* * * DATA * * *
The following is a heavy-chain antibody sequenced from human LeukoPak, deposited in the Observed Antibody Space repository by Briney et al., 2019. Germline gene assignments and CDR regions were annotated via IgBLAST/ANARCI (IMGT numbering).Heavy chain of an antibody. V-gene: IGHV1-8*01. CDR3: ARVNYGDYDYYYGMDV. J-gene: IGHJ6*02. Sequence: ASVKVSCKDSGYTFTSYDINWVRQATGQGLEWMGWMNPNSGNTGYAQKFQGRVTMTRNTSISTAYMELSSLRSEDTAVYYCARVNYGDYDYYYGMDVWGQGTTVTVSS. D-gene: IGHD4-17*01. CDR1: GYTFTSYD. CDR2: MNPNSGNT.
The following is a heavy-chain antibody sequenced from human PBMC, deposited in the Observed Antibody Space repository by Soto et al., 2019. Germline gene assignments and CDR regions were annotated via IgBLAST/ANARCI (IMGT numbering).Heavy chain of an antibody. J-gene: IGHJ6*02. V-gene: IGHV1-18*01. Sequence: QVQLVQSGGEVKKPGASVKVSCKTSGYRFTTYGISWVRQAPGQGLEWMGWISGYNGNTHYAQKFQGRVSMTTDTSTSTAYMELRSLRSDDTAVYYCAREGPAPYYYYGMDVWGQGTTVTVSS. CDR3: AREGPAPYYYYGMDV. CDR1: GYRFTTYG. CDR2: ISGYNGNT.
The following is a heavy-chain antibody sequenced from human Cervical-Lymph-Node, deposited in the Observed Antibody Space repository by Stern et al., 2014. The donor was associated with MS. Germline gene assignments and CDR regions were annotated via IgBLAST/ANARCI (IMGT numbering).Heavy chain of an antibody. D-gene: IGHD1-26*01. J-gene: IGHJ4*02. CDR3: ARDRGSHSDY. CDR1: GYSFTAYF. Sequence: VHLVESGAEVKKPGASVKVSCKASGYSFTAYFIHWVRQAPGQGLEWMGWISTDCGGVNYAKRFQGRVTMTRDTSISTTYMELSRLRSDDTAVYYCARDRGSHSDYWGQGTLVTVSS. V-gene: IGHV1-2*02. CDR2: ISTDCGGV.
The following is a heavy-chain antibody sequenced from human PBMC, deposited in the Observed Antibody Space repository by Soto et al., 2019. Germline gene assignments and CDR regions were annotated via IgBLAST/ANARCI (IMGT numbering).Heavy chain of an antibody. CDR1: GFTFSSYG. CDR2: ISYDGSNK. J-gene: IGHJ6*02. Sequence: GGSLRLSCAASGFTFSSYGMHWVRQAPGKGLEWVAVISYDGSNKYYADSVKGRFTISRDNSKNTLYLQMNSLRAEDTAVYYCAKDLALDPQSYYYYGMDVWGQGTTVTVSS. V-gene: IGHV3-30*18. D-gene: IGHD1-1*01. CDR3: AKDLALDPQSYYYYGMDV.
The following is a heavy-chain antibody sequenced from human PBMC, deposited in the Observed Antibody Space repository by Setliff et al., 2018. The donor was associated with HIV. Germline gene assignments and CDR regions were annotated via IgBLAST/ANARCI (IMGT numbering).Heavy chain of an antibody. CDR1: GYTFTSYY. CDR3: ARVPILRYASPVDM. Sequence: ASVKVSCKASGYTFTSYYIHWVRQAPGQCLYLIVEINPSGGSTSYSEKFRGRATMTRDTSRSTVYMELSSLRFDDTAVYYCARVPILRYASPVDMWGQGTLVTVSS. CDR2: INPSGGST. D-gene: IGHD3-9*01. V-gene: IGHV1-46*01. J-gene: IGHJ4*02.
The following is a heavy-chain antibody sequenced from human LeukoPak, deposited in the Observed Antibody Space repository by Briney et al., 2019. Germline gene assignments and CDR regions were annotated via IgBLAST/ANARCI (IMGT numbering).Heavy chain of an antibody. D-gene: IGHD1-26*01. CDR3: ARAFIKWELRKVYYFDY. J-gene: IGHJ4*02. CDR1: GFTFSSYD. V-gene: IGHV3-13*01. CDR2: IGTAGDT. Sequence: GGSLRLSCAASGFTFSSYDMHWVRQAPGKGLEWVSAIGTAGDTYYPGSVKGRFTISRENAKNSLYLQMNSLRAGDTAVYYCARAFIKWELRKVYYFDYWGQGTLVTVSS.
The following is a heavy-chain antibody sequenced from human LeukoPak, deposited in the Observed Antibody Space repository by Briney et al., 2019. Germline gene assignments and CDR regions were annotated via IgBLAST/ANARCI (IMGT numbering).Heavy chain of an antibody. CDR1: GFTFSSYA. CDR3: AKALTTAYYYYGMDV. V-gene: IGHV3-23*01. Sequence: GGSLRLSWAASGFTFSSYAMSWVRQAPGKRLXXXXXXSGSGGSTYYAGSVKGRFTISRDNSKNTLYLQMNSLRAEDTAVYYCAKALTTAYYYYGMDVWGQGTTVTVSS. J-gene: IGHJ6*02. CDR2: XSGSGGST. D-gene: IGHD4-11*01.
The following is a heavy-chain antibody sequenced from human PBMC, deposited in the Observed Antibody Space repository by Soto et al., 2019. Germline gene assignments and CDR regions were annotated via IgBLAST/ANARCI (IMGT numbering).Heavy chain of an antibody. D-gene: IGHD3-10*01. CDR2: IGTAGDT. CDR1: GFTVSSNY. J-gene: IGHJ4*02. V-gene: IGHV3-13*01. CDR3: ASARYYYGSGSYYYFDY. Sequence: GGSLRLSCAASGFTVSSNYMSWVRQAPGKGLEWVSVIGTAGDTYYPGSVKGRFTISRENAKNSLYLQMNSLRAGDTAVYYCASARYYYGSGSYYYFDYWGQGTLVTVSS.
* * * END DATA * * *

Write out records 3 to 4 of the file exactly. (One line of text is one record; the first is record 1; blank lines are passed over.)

The following is a heavy-chain antibody sequenced from human Cervical-Lymph-Node, deposited in the Observed Antibody Space repository by Stern et al., 2014. The donor was associated with MS. Germline gene assignments and CDR regions were annotated via IgBLAST/ANARCI (IMGT numbering).Heavy chain of an antibody. D-gene: IGHD1-26*01. J-gene: IGHJ4*02. CDR3: ARDRGSHSDY. CDR1: GYSFTAYF. Sequence: VHLVESGAEVKKPGASVKVSCKASGYSFTAYFIHWVRQAPGQGLEWMGWISTDCGGVNYAKRFQGRVTMTRDTSISTTYMELSRLRSDDTAVYYCARDRGSHSDYWGQGTLVTVSS. V-gene: IGHV1-2*02. CDR2: ISTDCGGV.
The following is a heavy-chain antibody sequenced from human PBMC, deposited in the Observed Antibody Space repository by Soto et al., 2019. Germline gene assignments and CDR regions were annotated via IgBLAST/ANARCI (IMGT numbering).Heavy chain of an antibody. CDR1: GFTFSSYG. CDR2: ISYDGSNK. J-gene: IGHJ6*02. Sequence: GGSLRLSCAASGFTFSSYGMHWVRQAPGKGLEWVAVISYDGSNKYYADSVKGRFTISRDNSKNTLYLQMNSLRAEDTAVYYCAKDLALDPQSYYYYGMDVWGQGTTVTVSS. V-gene: IGHV3-30*18. D-gene: IGHD1-1*01. CDR3: AKDLALDPQSYYYYGMDV.